A new computer simulation provides a brief glimpse at what makes stellar bombs tick.
It’s hard to make a star explode. Within Blue Waters, one of the most powerful supercomputers in the world, 130,000 computer processors worked around the clock for 18 days to simulate the supernova of a star six times the Sun’s mass. The result? 10 milliseconds of swirling gas that gives an all-too-brief window into the magnetic mechanics of stellar blasts.
But even in that glimpse, Philipp Mösta (now at University of California, Berkeley) and colleagues managed to replicate not only the explosion itself but also the enormous magnification of the star’s magnetic fields that happens in the process ¾ the fuel behind some of nature’s most violent blasts. The team reported the successful supernova simulation on November 30th in Nature.
Modeling the Rarest Supernovae
Astronomers see supernovae all the time: one star explodes every 50 to 100 years in a galaxy like the Milky Way, and there are more than 100 billion galaxies in the universe.
But not every supernova’s the same. On rare occasions (perhaps every 100,000 to 1 million years in a Milky Way-type galaxy), a massive, rapidly spinning star collapses. When it does, it emits a several-second blast of high-energy photons known as a long gamma-ray burst.
Modeling these rare and mysterious beasts is a tricky business. In a core-collapse supernova, the dying star’s rapidly spinning iron center falls in on itself so quickly that it bounces, sending a reverse shock wave into the star’s outer layers and expelling them with explosive force. Previous calculations of this complex process have often been limited to global 2D simulations or 3D simulations of only small portions of a star. But when Mösta’s team attempted global 3D simulations a year ago, they couldn’t get the star to explode.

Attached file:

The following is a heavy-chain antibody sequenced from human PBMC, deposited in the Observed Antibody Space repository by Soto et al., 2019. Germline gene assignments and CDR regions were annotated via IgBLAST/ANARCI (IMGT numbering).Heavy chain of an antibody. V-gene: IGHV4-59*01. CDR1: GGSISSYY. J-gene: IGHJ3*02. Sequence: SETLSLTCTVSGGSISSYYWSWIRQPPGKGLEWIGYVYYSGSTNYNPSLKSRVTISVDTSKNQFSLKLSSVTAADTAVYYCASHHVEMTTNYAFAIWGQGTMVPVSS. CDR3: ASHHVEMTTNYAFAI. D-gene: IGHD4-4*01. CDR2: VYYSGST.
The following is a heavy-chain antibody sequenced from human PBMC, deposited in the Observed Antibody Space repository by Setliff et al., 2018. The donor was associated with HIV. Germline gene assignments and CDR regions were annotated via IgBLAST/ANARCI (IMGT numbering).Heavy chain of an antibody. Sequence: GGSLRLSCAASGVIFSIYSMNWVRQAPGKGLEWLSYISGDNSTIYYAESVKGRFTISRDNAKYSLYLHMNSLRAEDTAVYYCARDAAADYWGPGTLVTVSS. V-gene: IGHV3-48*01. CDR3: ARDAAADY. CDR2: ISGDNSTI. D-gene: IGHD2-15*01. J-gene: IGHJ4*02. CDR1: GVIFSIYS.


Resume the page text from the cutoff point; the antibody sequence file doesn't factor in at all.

The moments right after the iron’s core collapse make or break the supernova. So this time around, Mösta and colleagues watched the supernova at incredible resolution. And rather than fix the magnetic field, as they had done in 2014, they let it evolve naturally.
As the 10 milliseconds unfolded, Blue Waters’ 130,000 processors tracked the effects of general relativity, neutrino-matter interactions, and radiative physics, among other things. Through it all, they also for the first time tracked the growth of magnetic fields. And these fields, it turns out, may be the key to exploding a star.
In a rapidly spinning star, the center rotates faster at its center than at its outer edges. A magnetic field that gets caught between two differently rotating layers will get stretched out, growing quickly in strength. This simple idea isn’t new — Steven Balbus and John Hawley outlined the mechanism back in 1991. But Mösta’s team is the first to show the effect at work within a global 3D supernova simulation, where it roughly doubles the magnetic field every 0.5 millisecond before the star's dynamo action takes over. Within moments, a magnetic field a million billion times the Sun's has formed.
The key to this simulation's success is resolution. Not only do the simulations track changes throughout the star, they also visualize the results with a sharpness down to 50 meters, discerning plasma bits about the size of the Space Shuttle. Only in the highest-resolution simulations does the magnetic field grow into a writhing beast enfolding the crushed stellar core — watch the video below to see it happen (yellow represents positive magnetic fields and light blue shows negative fields; red and blue represent weaker positive and negative magnetic fields, respectively).
This magnetic engine is what helps expel the star’s outermost layers and probably drives a jet out along the star’s poles. “This means that we have another reason to believe that strong magnetic fields in collapsing stars are driving the jets that produced gamma-ray bursts,” says supernova expert Brian Grefenstette (California Institute of Technology).
But the quest to simulate a supernova isn’t over yet. The central neutron star doesn’t cool and stabilize until tens of seconds after the explosion, says study coauthor Roland Haas (Max Planck Institute for Gravitational Physics, Germany), and the shock wave continues to ripple through the outer stellar layers long after that.
“What no one so far has done is follow the entire supernova explosion until it breaks out of the star,” says Mösta. “We are working toward this, but the timeline realistically is probably 1 to 3 years.”